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    Oh, those bulgy eyes bring back memories. I guess this is like torturing cats, so I should be ashamed of myself (and I sort of am) but when I hooked one I used to haul it up super, super fast--as fast as I could--because the "bends" would cause that eye bulge, which I thought was really cool. At least, that is what I believed.

    [​IMG] Rockfish just can't handle the pressure of coming to the surface.

    that's a common reaction among sportsfishermen. it's a very controversial subject (and for the record, "endangered" is a legal definition and they're definitely not that ... "threatened" is the preferred terminology for this. IIRC, there are more than 100 different species of rockfish and they are more or less troubled depending on the specifics.

    yeah, and it's REALLY cool when the swim bladder comes up out of their mouths!
    Seriously, the last time i went out on a day boat, our biggest "snapper" was about 6-7 inches. and we were using live anchovies and squid for bait. at that point, i figured i'd had enough. i would much rather have been cooking the bait than the fish.


    "Threatened" is probably a better term but I don't really buy into that either. If I recall, Chilipepper and depending on the time of year, Bocaccio (with 2 fish limits when legal) are on the illegal to keep list. Both of which live with other rockfish and are commonly caught, but have to be released. Problem is, like Manton and yourself stated with the eyes bulging and swim bladder coming out their mouth, they are practically dead anyways with a very low survivability rate. They just end up being bird food anyways.

    I assume you went out of Long Beach or Redondo when you encountered those juvenile fish? I don't really ever fish for them around there as they don't give much of a fight and tend to be small (plus with Horseshoe Kelp, Palos Verdes Peninsula, and Catalina all within range there's better fishing to be had). If I do fish for them it's because nothing else is biting or they are really the only fish fished for in the area that time of year. Santa Rosa Island and out of Morro Bay are the general spots for the larger rockfish.
     
  17. Manton

    Manton Well-Known Member

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    SR Island is where we used to go. Out of Oxnard or Ventura mostly, sometimes SB (but it's hard to keep a boat in SB unless your family got a slip as a grant from the Mexican government in 1821).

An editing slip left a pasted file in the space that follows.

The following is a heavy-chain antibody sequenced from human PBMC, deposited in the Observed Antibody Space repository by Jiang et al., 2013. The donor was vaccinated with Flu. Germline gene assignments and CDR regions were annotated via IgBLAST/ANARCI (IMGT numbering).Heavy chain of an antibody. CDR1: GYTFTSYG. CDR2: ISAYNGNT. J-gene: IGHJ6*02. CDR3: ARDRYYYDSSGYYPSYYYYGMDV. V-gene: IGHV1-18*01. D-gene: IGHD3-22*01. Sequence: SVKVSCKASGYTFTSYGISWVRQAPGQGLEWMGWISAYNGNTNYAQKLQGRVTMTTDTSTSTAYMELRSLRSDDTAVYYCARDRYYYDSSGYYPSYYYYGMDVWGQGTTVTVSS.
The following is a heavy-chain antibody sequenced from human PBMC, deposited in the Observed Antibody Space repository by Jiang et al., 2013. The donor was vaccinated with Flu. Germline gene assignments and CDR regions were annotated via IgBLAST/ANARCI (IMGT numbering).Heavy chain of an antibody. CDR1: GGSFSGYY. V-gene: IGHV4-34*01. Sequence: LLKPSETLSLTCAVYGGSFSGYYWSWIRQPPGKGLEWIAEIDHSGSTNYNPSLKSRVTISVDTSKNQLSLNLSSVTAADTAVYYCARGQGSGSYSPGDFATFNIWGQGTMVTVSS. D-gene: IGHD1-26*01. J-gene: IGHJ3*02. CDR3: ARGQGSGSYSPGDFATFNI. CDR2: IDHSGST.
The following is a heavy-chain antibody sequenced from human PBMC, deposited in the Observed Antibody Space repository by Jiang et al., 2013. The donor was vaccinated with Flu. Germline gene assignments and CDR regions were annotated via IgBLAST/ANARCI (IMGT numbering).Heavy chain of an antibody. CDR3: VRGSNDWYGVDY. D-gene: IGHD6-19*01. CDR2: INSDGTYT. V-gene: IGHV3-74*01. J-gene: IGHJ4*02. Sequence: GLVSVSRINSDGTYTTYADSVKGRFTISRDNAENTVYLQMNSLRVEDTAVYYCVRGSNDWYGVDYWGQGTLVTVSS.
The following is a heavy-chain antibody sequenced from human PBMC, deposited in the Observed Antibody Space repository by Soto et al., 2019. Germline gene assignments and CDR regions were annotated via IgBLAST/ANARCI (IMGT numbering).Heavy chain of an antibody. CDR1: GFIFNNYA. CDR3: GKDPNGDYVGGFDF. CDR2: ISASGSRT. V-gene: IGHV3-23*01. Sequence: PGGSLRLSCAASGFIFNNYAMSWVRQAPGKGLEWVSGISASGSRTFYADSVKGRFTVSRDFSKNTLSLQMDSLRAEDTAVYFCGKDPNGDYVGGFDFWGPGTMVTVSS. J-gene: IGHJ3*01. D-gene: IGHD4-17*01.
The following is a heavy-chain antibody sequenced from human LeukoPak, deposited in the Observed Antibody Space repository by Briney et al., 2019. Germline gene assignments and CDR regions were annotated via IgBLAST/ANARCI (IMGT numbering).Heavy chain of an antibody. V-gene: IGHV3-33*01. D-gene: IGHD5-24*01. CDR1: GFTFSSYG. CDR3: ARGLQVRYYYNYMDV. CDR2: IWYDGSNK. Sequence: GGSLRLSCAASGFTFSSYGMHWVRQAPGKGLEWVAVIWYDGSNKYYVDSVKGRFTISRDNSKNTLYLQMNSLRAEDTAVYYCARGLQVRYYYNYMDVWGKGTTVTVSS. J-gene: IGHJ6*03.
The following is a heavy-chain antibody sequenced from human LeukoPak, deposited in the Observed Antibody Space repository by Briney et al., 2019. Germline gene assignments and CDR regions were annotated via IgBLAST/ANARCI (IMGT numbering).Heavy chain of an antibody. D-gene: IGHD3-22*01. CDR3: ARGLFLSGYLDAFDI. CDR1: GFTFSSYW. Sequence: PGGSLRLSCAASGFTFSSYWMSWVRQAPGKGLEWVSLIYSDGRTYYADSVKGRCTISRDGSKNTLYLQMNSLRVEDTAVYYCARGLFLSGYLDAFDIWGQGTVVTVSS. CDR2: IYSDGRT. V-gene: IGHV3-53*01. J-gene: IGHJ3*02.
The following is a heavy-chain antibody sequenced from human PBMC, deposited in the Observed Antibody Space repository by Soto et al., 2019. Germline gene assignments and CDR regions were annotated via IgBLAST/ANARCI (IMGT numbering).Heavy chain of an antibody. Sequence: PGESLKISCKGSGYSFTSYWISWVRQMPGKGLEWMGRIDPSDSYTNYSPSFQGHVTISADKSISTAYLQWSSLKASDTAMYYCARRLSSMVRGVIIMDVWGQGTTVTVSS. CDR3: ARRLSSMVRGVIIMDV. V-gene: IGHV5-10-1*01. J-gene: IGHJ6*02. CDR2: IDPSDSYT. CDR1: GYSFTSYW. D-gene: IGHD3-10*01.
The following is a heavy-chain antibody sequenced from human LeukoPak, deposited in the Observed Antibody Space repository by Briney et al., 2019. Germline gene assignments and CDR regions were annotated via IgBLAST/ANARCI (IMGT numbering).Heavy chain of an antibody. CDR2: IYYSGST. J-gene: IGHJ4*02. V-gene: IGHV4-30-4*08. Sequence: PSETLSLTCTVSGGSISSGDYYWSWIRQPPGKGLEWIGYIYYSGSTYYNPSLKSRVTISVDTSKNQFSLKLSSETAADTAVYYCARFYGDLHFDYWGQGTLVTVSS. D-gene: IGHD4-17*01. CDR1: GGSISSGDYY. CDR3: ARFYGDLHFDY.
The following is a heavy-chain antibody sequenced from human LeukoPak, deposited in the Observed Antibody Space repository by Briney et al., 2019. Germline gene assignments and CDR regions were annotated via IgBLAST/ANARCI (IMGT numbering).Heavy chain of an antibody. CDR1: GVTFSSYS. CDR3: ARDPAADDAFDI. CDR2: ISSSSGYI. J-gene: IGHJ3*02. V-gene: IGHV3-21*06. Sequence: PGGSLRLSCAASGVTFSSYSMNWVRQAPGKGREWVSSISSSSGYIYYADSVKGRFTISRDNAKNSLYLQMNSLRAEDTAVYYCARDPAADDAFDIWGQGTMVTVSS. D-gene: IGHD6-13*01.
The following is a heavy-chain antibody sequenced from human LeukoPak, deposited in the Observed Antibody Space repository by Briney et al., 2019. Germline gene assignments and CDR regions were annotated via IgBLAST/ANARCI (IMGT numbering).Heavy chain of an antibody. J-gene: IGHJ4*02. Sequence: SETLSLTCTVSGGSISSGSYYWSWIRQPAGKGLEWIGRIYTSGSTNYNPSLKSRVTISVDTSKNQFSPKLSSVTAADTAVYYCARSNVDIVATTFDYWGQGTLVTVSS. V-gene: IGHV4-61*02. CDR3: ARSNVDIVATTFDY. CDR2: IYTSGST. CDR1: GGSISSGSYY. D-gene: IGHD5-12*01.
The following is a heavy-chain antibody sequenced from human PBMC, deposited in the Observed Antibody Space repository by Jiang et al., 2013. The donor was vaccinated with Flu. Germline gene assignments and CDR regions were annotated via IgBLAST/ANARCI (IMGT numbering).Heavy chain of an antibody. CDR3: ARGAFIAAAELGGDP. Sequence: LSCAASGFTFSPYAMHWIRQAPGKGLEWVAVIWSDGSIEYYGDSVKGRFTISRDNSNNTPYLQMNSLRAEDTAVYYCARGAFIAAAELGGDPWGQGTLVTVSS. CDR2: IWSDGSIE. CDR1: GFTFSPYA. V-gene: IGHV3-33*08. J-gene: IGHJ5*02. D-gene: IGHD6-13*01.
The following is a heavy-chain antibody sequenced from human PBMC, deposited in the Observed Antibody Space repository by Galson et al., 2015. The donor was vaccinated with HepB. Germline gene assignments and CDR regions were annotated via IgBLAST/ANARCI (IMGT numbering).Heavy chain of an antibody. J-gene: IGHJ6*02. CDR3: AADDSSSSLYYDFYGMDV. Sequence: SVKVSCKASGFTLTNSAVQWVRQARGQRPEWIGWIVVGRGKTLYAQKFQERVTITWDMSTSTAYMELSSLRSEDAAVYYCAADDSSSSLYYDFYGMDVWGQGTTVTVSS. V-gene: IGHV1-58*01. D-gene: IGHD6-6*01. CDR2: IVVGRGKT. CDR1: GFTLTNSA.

18. BDC2823

    BDC2823 Well-Known Member

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    SR Island is where we used to to. Out of Oxnard or Ventura mostly, sometimes SB (but it's hard to keep a boat in SB unless your family got a slip as a grant from the Mexican government in 1821).

    Rosa still has some really good fishing for larger rockfish as well as Halibut, White Sea Bass, and Ling Cod among others. It's been a couple years, but when I've fished that area it was out of Oxnard and Ventura as well. They have some really good captains out of those harbors and it's still a rather large recreational fishing community. A lot of really good people up there and it's a pretty tight knit community. This summer I'll have to go back and fish there again as I'm getting tired of seeing pics of nice fish caught up there by friends I haven't seen in awhile.

    Channel Islands Harbor is also a really good spot for lobster as well. A friend of mine routinely gets limits on them when in season with some large 8-10 lbers mixed in.
     
  19. SField

    SField Well-Known Member

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    Manton, I think that looks much better this time.

    I would have scored the fish.

    Also, try using a tiny bit less heat or lift the pan and you'll get a bit more of an even caramelization.
     
  20. kaxixi

    kaxixi Well-Known Member

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    Manton, thanks for continuing this thread. I get tons of ideas from your posts.